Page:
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Deceitful red-flag: angina secondary to iron deficiency anaemia as a presenting complaint for underlying malignancy


A 73-year-old man with an 8-week history of angina underwent an exercise tolerance test at the rapid access clinic, which indicated inducible ischaemia and he was subsequently referred for angiogram. His angiogram demonstrated no coronary pathology. It was later discovered that bloods taken on the day of the procedure showed a haemoglobin of 54 g/L (130–180 g/L). His haemoglobin used to book the angiogram 3 months before was 143 g/L. Following angiogram, a mass was identified in the right iliac fossa and CT scan confirmed a caecal tumour. The patient ultimately underwent a curative right hemicolectomy as an outpatient. The case is a reminder of the importance of basic preangiogram investigations, in particularly a full blood count, to rule-out angina secondary to anaemia through a low haemoglobin. Most importantly, it also questions when the appropriate time is for these investigations to be carried out, prior to coronary angiography.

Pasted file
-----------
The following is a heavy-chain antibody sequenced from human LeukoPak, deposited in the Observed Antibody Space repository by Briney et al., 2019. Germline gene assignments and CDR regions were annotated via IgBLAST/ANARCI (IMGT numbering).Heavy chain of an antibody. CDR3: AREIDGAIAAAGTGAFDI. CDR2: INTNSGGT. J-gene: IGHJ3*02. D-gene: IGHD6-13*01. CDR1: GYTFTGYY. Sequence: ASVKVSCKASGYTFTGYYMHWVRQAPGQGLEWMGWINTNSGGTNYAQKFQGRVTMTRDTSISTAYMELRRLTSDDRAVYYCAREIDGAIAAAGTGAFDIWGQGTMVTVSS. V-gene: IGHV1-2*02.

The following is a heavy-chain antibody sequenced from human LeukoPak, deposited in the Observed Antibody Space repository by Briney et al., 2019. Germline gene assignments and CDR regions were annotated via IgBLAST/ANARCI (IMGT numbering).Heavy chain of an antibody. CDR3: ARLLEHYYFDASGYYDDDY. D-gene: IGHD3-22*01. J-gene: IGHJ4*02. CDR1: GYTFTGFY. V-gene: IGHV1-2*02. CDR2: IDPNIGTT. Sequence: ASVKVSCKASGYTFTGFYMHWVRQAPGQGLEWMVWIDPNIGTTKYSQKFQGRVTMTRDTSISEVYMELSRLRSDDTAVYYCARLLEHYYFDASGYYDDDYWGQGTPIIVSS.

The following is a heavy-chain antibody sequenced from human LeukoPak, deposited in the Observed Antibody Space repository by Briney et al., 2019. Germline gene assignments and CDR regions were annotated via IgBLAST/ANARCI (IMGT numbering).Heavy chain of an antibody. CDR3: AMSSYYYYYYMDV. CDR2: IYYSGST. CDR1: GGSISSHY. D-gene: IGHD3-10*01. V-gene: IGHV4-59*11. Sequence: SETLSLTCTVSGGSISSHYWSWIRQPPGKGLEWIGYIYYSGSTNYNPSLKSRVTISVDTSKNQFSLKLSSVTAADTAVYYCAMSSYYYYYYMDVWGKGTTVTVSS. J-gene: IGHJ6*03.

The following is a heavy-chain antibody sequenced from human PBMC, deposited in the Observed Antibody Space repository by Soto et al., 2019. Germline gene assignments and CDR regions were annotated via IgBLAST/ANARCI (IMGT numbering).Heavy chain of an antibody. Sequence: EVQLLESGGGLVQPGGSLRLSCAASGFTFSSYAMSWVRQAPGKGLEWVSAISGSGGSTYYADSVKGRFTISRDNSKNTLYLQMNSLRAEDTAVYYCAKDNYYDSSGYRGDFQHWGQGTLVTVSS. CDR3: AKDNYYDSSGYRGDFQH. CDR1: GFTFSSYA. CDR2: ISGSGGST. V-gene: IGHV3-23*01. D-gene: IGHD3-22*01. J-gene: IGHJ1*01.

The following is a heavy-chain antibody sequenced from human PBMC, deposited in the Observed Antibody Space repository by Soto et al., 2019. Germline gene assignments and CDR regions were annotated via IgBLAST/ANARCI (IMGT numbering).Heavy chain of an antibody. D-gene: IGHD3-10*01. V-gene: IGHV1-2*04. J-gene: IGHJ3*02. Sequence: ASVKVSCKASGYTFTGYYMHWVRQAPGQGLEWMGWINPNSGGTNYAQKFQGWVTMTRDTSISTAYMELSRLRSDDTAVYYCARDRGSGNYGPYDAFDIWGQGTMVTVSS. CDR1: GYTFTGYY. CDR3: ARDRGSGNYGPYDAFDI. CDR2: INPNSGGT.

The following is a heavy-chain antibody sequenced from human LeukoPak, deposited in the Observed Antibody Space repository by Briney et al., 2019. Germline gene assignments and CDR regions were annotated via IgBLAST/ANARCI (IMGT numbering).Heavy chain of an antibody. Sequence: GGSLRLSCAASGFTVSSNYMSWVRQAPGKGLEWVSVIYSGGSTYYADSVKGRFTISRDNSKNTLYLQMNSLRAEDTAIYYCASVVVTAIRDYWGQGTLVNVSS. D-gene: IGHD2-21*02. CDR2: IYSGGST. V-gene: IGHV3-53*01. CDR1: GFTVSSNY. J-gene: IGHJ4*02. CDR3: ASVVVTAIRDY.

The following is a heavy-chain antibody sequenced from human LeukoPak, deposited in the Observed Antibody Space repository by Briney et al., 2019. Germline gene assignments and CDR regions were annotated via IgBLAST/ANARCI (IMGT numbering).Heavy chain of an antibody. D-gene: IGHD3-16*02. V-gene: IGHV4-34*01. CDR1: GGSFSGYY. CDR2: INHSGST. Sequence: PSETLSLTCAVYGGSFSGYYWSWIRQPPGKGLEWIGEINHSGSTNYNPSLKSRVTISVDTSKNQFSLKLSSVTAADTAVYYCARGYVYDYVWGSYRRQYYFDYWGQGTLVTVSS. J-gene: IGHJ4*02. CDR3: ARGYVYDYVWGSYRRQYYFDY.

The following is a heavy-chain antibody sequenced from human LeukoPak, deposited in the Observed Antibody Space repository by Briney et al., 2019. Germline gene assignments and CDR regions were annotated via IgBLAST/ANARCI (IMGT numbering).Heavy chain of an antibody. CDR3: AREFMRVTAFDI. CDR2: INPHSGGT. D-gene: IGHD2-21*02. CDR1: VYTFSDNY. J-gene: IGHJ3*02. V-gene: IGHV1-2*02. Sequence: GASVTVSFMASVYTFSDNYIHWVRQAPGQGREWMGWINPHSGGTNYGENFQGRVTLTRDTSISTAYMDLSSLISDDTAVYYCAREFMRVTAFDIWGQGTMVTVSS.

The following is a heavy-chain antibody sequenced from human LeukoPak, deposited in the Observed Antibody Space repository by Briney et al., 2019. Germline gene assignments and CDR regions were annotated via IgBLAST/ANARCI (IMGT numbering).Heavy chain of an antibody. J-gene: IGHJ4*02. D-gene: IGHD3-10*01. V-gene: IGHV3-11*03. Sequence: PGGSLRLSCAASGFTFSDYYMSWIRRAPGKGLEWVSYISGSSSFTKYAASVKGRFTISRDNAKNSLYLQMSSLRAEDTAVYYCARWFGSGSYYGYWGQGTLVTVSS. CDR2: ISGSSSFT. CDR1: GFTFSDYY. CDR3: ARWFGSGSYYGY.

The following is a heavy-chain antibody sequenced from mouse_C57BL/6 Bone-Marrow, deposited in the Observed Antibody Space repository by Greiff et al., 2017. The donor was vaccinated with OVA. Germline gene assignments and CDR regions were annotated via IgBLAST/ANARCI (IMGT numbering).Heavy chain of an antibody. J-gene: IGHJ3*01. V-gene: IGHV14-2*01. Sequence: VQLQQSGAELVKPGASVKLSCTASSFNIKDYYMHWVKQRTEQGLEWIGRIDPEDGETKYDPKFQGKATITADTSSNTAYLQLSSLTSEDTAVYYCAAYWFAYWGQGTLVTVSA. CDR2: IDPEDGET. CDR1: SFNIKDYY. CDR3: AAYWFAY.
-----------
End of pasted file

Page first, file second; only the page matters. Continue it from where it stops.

• interventional cardiology
  • colon cancer
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